Under the papacy of Pius XII, Noel says, there were instances of the Church helping the Jews but it wasn't until June 1945 that Pius condemned the German regime with any clarity or vigour.

Pius failed to clearly guide Catholics about the wrongs of cooperating with the Nazi plan. The memory of this period and the grim indictments contained in books like this are bound to eclipse any credit due to Pius for his teachings or for the resurgent Church of the early 1950s.

Did Pacelli have a loss of faith? Did he underestimate his moral authority? "Hitler dared not attack the Catholic Church directly." writes Noel. "It was as though he could sense a power which Pacelli could not." The Nazis did back off when they met popular opposition, for example when the local Church condemned their euthanasia programme.

If only he had heeded the advice of Pasqualina. The "German general", as she was known, had extraordinary influence. It was said that cardinals had to supplicate to her to gain access to the reclusive Pope. She comes across as the voice of humanity in contrast to the etiolated Pacelli, always fearlessly challenging him to take the just course.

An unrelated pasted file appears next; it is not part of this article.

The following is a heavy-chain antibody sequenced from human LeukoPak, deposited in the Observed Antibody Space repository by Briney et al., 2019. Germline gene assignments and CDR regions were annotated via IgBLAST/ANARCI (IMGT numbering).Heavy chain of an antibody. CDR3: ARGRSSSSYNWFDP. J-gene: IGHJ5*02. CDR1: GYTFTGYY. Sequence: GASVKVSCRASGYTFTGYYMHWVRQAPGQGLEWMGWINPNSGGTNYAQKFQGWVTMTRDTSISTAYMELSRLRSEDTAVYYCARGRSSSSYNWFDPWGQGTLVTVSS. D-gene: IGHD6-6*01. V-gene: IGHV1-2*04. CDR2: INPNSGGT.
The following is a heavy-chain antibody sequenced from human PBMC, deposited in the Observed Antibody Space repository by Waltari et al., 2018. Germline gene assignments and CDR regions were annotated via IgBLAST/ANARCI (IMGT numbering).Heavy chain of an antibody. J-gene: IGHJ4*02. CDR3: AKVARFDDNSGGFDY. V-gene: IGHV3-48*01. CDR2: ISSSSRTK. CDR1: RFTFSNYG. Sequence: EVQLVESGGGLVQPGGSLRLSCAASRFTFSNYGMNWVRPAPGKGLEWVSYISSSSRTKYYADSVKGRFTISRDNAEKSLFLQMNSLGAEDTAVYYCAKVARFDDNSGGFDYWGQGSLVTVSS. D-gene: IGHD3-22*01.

But it is worth remembering that the only source for the conversations between her and Pacelli that are imaginatively reconstructed in this work is the doughty Bavarian herself, together with a journalist on the Boston Daily Advertiser called Paul I Murphy. Murphy based a book on conversations with her. He adored Pasqualina: in his book La Popessa (1983) he writes of her as "at 87 ... disarmingly petite and angelic. yet startlingly alive and exciting". There is no reason to doubt Murphy's and Pasqualina's reconstructions, except that it would be understandable if, so many years after the events, when the judgments of history have been made, she wanted to put it on record that she was invariably inahe right.

pacelli's favourite reading was The Imitation of Christ by Thomas a Kempis, with its advice that we should show charity to all but especially those we don't like. "It was in this sense that Pacelli loved all Jews, even though he certainly did not like them," writes Noel. There is something of this attitude of universal charity in Noel's approach to his subject but although his tone is courteous, there are times when anger breaks through — when he is faced, for example, by the Vatican's deployment of flimsy diplomatic pieties against Nazi horror.

One evocative account of Pacelli's election as Pope has him turning it down. abandoning the conclave and falling on the marble steps in the Square ofSt Damaso crying: "Miserere mar' This is Pasqualina's version; others dispute it. But, true or not, it conveys the trials of a man unequipped for a gigantic task. Small wonder that the Pope suffered nightmares and that for the rest of his life the horrible sounds of his nocturnal screaming echoed through the papal apartments.